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Helping your child deal with bullies

Helping your child deal with bullies

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SALT LAKE CITY -- Parents may want to make their children bully-proof. While that's probably not entirely possible, there are effective ways parents can help kids deal with bullies.

If you have a good line of communication with your child, Boys and Girls Clubs of Greater Salt Lake Vice President Allison Barclay says that's a step in the right direction.

"Every day, you should talk with your child about how school is, how are things going with their friends and really listening so that you can pick up on the warning signs if they are being bullied," she said. But if they tell you they're being bullied, parents need to remember to keep their cool. That may be easier said than done.

"Show that you're concerned, but don't overreact because sometimes that will cause a child to want to shut down," Barclay said.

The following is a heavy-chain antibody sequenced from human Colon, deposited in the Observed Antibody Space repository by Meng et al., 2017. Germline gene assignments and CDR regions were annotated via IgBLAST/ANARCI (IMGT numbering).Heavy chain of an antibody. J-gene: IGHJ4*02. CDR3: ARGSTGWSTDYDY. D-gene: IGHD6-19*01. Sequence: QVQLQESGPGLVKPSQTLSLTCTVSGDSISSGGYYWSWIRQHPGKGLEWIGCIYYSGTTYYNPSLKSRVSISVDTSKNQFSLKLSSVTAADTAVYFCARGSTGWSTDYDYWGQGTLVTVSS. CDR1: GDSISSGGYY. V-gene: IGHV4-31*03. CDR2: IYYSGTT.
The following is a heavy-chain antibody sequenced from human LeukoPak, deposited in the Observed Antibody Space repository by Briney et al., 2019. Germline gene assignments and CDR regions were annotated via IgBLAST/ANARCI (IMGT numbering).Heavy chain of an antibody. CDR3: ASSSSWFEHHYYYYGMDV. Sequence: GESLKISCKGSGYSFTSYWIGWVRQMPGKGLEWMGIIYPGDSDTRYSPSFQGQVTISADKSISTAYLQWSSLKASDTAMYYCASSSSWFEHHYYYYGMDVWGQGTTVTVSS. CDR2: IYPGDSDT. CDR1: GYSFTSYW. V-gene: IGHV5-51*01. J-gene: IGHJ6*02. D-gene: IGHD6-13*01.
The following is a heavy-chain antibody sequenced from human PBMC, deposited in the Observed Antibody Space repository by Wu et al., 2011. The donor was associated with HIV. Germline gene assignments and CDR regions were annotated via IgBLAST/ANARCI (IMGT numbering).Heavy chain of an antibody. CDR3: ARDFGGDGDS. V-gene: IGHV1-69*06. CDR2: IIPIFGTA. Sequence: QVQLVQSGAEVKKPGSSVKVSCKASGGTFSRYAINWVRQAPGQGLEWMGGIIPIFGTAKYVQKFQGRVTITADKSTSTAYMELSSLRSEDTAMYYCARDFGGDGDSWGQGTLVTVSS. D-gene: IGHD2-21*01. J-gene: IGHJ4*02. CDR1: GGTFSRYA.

In many cases, kids may be afraid to tell a teacher, a counselor or even their parents if they're facing trouble from other kids at school. But, she says they need to know that telling an adult about being bullied is not tattling, and it's important the parents label the bad treatment as bullying.

"It's important to help the child identify what that is, that it is bullying and it's not OK," Barclay explained.

But there are ways a child can take control of the situation.

  • Foster good communication
  • Don't overreact
  • Take control of the situation
  • Document physical incidents

For instance, many bullies may use insults to make their victims feel bad. Barclay says boosting the child's self esteem is a good way to overcome the insults.

If the bully tells a child they're stupid, parents need to show them examples of how smart they are, then remind the child how the bully doesn't know what he's talking about. If the abuse is physical, adults have to be told. Barclay says parents need to log each incident.

"If a parent does need to take a step further and go in to see the principal or the counselor, there are specific documented incidents that they can refer to so that they can follow up with the child who is acting as the bully," Barclay said.


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